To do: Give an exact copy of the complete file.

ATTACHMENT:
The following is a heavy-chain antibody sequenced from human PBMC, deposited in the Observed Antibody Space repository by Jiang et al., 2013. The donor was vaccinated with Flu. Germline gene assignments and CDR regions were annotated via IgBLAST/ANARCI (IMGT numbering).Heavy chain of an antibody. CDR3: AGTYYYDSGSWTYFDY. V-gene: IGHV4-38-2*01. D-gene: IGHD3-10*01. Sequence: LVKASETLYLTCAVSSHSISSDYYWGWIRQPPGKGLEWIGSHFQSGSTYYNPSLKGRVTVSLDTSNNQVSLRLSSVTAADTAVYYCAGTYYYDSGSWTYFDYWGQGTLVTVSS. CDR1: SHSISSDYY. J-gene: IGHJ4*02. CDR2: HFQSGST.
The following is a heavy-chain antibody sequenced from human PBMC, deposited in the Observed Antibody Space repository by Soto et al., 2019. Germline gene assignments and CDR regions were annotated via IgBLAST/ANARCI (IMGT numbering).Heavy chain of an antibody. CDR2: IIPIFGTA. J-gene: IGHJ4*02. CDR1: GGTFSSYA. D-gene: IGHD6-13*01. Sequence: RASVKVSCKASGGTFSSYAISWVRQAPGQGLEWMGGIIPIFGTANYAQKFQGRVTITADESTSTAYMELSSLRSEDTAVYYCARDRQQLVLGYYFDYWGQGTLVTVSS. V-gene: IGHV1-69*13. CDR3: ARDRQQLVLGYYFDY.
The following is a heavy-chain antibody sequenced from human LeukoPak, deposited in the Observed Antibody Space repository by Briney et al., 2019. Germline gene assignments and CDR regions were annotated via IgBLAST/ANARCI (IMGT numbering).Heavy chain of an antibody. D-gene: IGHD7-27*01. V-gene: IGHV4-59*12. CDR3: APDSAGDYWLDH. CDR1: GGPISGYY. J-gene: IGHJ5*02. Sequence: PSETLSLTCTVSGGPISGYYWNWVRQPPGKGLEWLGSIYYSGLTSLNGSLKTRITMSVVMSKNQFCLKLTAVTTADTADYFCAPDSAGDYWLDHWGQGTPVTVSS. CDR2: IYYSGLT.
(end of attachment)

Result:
The following is a heavy-chain antibody sequenced from human PBMC, deposited in the Observed Antibody Space repository by Jiang et al., 2013. The donor was vaccinated with Flu. Germline gene assignments and CDR regions were annotated via IgBLAST/ANARCI (IMGT numbering).Heavy chain of an antibody. CDR3: AGTYYYDSGSWTYFDY. V-gene: IGHV4-38-2*01. D-gene: IGHD3-10*01. Sequence: LVKASETLYLTCAVSSHSISSDYYWGWIRQPPGKGLEWIGSHFQSGSTYYNPSLKGRVTVSLDTSNNQVSLRLSSVTAADTAVYYCAGTYYYDSGSWTYFDYWGQGTLVTVSS. CDR1: SHSISSDYY. J-gene: IGHJ4*02. CDR2: HFQSGST.
The following is a heavy-chain antibody sequenced from human PBMC, deposited in the Observed Antibody Space repository by Soto et al., 2019. Germline gene assignments and CDR regions were annotated via IgBLAST/ANARCI (IMGT numbering).Heavy chain of an antibody. CDR2: IIPIFGTA. J-gene: IGHJ4*02. CDR1: GGTFSSYA. D-gene: IGHD6-13*01. Sequence: RASVKVSCKASGGTFSSYAISWVRQAPGQGLEWMGGIIPIFGTANYAQKFQGRVTITADESTSTAYMELSSLRSEDTAVYYCARDRQQLVLGYYFDYWGQGTLVTVSS. V-gene: IGHV1-69*13. CDR3: ARDRQQLVLGYYFDY.
The following is a heavy-chain antibody sequenced from human LeukoPak, deposited in the Observed Antibody Space repository by Briney et al., 2019. Germline gene assignments and CDR regions were annotated via IgBLAST/ANARCI (IMGT numbering).Heavy chain of an antibody. D-gene: IGHD7-27*01. V-gene: IGHV4-59*12. CDR3: APDSAGDYWLDH. CDR1: GGPISGYY. J-gene: IGHJ5*02. Sequence: PSETLSLTCTVSGGPISGYYWNWVRQPPGKGLEWLGSIYYSGLTSLNGSLKTRITMSVVMSKNQFCLKLTAVTTADTADYFCAPDSAGDYWLDHWGQGTPVTVSS. CDR2: IYYSGLT.